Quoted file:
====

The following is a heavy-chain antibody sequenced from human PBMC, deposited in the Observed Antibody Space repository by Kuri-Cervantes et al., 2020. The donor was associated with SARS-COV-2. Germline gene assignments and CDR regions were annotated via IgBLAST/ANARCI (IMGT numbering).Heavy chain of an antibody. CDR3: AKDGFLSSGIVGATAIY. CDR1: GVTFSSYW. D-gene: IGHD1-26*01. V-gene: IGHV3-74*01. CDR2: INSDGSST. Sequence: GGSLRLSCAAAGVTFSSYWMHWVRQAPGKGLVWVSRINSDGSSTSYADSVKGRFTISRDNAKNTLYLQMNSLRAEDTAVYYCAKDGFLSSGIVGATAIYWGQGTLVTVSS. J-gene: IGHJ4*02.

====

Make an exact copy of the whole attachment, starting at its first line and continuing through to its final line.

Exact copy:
The following is a heavy-chain antibody sequenced from human PBMC, deposited in the Observed Antibody Space repository by Kuri-Cervantes et al., 2020. The donor was associated with SARS-COV-2. Germline gene assignments and CDR regions were annotated via IgBLAST/ANARCI (IMGT numbering).Heavy chain of an antibody. CDR3: AKDGFLSSGIVGATAIY. CDR1: GVTFSSYW. D-gene: IGHD1-26*01. V-gene: IGHV3-74*01. CDR2: INSDGSST. Sequence: GGSLRLSCAAAGVTFSSYWMHWVRQAPGKGLVWVSRINSDGSSTSYADSVKGRFTISRDNAKNTLYLQMNSLRAEDTAVYYCAKDGFLSSGIVGATAIYWGQGTLVTVSS. J-gene: IGHJ4*02.